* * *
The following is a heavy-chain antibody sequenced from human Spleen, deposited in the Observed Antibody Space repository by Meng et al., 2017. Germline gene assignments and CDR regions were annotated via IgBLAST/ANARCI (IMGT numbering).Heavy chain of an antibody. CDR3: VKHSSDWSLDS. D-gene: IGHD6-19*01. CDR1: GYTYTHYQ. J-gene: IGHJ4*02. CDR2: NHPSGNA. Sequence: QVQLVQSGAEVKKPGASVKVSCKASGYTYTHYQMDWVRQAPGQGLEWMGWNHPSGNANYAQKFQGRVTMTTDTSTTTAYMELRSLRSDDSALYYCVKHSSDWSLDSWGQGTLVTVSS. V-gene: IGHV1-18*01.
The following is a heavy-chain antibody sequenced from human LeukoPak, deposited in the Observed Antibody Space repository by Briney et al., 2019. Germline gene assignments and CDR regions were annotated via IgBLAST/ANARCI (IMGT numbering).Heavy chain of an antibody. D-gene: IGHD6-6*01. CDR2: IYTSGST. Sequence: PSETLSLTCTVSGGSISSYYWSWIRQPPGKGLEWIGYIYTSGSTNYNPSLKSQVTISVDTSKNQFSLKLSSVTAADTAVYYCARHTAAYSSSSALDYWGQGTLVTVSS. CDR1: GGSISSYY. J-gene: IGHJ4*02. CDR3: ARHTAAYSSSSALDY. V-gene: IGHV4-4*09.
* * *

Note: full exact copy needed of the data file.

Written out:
The following is a heavy-chain antibody sequenced from human Spleen, deposited in the Observed Antibody Space repository by Meng et al., 2017. Germline gene assignments and CDR regions were annotated via IgBLAST/ANARCI (IMGT numbering).Heavy chain of an antibody. CDR3: VKHSSDWSLDS. D-gene: IGHD6-19*01. CDR1: GYTYTHYQ. J-gene: IGHJ4*02. CDR2: NHPSGNA. Sequence: QVQLVQSGAEVKKPGASVKVSCKASGYTYTHYQMDWVRQAPGQGLEWMGWNHPSGNANYAQKFQGRVTMTTDTSTTTAYMELRSLRSDDSALYYCVKHSSDWSLDSWGQGTLVTVSS. V-gene: IGHV1-18*01.
The following is a heavy-chain antibody sequenced from human LeukoPak, deposited in the Observed Antibody Space repository by Briney et al., 2019. Germline gene assignments and CDR regions were annotated via IgBLAST/ANARCI (IMGT numbering).Heavy chain of an antibody. D-gene: IGHD6-6*01. CDR2: IYTSGST. Sequence: PSETLSLTCTVSGGSISSYYWSWIRQPPGKGLEWIGYIYTSGSTNYNPSLKSQVTISVDTSKNQFSLKLSSVTAADTAVYYCARHTAAYSSSSALDYWGQGTLVTVSS. CDR1: GGSISSYY. J-gene: IGHJ4*02. CDR3: ARHTAAYSSSSALDY. V-gene: IGHV4-4*09.